WALDO CANYON FIRE: Residents sift through what's left

By: MARIA ST.LOUIS-SANCHEZ
July 5, 2012
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photo - Dr. Ted Stefani tosses military uniforms and clothing as he digs through the rubble of his home in the Mountain Shadows neighborhood of Colorado Springs, Colorado on Thursday, July 5, 2012. Stefani is a surgeon with the 2nd Brigade, 4th I.D. at Ft. Carson and has been deployed to both Afghanistan and Iraq. While he was digging, he was hoping to find his grandfather's WWII uniform, but was unsuccessful.  (The Gazette/Jerilee Bennett) Photo by JERILEE BENNETT, THE GAZETTE
Dr. Ted Stefani tosses military uniforms and clothing as he digs through the rubble of his home in the Mountain Shadows neighborhood of Colorado Springs, Colorado on Thursday, July 5, 2012. Stefani is a surgeon with the 2nd Brigade, 4th I.D. at Ft. Carson and has been deployed to both Afghanistan and Iraq. While he was digging, he was hoping to find his grandfather's WWII uniform, but was unsuccessful. (The Gazette/Jerilee Bennett) Photo by JERILEE BENNETT, THE GAZETTE 

Armed with gloves, shovels and insurance adjusters, residents of homes destroyed by the Waldo Canyon fire got to work Thursday, trying to salvage what they could of their old life and look ahead toward a new one.

On Courtney Drive, where only a handful of homes survived, neighbors were out en masse, showing insurance adjusters what little they had left.

“This one is a pretty easy claim,” said Tina Rieger, an American Family Insurance adjuster who was working Thursday at a house owned for 20 years by Mike and Gail Estes. “The house is gone and there’s nothing really salvageable. I just need to take photos to certify it so they can get paid.”

Photos from Thursday's cleanup effort

Courtney Drive was among the hardest hit by the fire, which killed two people and burned 346 houses on June 26 after it raced over a ridge behind the neighborhood. Despite their losses, neighbors there weren’t without hope Thursday. They visited with each other and helped out however they could, offering an extra wheelbarrow or pair of gloves. Signs promising to re-build or thanking firefighters popped up everywhere.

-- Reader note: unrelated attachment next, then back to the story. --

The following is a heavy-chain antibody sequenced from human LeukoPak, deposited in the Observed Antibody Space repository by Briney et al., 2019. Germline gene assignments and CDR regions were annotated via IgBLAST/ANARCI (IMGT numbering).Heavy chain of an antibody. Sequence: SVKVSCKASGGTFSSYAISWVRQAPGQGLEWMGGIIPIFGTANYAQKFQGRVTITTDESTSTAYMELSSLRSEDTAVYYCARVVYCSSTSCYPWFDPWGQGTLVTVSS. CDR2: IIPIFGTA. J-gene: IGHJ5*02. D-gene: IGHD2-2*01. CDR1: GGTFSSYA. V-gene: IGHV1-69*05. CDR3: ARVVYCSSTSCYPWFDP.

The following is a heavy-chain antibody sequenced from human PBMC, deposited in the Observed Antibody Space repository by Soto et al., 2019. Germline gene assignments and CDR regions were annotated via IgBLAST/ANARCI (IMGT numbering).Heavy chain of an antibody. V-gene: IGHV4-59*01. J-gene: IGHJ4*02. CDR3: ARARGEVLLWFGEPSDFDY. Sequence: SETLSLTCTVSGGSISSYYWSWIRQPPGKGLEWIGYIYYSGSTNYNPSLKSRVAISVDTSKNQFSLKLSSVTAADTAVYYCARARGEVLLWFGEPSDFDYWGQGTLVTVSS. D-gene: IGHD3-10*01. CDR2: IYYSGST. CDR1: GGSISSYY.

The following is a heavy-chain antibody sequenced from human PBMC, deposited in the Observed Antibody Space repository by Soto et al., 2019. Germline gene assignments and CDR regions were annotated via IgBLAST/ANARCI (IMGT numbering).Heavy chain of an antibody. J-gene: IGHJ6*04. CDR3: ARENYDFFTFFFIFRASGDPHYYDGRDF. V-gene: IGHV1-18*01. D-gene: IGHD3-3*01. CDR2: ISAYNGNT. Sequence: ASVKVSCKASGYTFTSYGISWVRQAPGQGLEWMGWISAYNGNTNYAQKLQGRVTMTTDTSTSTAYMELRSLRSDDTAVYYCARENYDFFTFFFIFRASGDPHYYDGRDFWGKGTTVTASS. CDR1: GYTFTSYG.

At Janet Wilson’s house, her niece Becca Russell built a heart out of blackened brick on the driveway. Brian Fox’s family had signs proclaiming their love for their street and vowing to rebuild. Bright pink spray paint on the driveway of another house announced: “The McCoys will be back.”

The Estes tried to keep their spirits up.

“The first time we saw it, we uncontrollably sobbed,” said Gail Estes. “I thought today it would be easier. Not quite.”

On Thursday, Reiger walked around the home with Mike Estes while he pointed out some of the more major losses. The water heater, now a twisted hunk of metal, was just a year old. High-end energy efficient windows, bought just a few months before the fire, crunched under their feet. During the inspection, his son unearthed a charred wrist watch with the faceplate broken out.

“Wasn’t that a Rolex?” Rieger jokingly questioned him.

“Now that you mention it, I’m pretty sure it was,” he dead-panned back. “Thanks for reminding me.”

Gail Estes said they are slowly starting to figure out how they will recover. They’ve been buying items they need with insurance money and recently found an apartment for the next six months. She said they were offered a place to stay nearby, but intentionally decided to live further away.

“I just need to stay away for a bit,” she said. “If I lived close by, there would be nothing to stop me from being pulled back and seeing this all of the time. And right now, it’s just too hard.”

Her next door neighbors, Dana and Iris Johnson, also are working to get their lives back to as normal as possible. They’ve been living at a friend’s vacant house but are keeping an eye out for an apartment. They have no idea when they could start building another place. But Dana Johnson knows that he will construct his home differently if he does rebuild.

“I’d like to look at the best practices in hillside rebuilding and see if we can do something to make this an example of the best types of construction for this area,” he said. “Maybe we can build this neighborhood back right, so this will never happen again.” —

Contact Maria St. Louis-Sanchez: 636-0274

Twitter @mariastlouis

Facebook Gazette Maria St. Louis-Sanchez

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